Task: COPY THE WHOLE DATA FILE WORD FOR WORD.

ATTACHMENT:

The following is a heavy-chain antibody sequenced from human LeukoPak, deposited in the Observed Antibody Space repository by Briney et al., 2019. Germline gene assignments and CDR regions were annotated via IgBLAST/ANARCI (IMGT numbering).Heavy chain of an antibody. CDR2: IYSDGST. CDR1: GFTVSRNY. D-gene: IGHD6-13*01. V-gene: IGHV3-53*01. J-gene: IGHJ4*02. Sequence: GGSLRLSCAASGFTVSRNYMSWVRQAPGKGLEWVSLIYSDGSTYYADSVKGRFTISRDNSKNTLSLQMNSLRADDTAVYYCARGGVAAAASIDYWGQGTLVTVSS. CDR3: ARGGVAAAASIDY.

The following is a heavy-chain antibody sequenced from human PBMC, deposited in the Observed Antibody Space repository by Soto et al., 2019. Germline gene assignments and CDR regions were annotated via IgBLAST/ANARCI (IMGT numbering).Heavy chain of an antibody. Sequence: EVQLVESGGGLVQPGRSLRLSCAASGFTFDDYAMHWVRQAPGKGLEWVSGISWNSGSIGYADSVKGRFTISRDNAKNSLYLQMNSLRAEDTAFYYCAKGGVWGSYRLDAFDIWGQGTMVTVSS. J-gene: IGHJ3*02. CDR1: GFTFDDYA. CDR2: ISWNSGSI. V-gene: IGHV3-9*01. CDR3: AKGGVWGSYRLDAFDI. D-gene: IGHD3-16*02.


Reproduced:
The following is a heavy-chain antibody sequenced from human LeukoPak, deposited in the Observed Antibody Space repository by Briney et al., 2019. Germline gene assignments and CDR regions were annotated via IgBLAST/ANARCI (IMGT numbering).Heavy chain of an antibody. CDR2: IYSDGST. CDR1: GFTVSRNY. D-gene: IGHD6-13*01. V-gene: IGHV3-53*01. J-gene: IGHJ4*02. Sequence: GGSLRLSCAASGFTVSRNYMSWVRQAPGKGLEWVSLIYSDGSTYYADSVKGRFTISRDNSKNTLSLQMNSLRADDTAVYYCARGGVAAAASIDYWGQGTLVTVSS. CDR3: ARGGVAAAASIDY.

The following is a heavy-chain antibody sequenced from human PBMC, deposited in the Observed Antibody Space repository by Soto et al., 2019. Germline gene assignments and CDR regions were annotated via IgBLAST/ANARCI (IMGT numbering).Heavy chain of an antibody. Sequence: EVQLVESGGGLVQPGRSLRLSCAASGFTFDDYAMHWVRQAPGKGLEWVSGISWNSGSIGYADSVKGRFTISRDNAKNSLYLQMNSLRAEDTAFYYCAKGGVWGSYRLDAFDIWGQGTMVTVSS. J-gene: IGHJ3*02. CDR1: GFTFDDYA. CDR2: ISWNSGSI. V-gene: IGHV3-9*01. CDR3: AKGGVWGSYRLDAFDI. D-gene: IGHD3-16*02.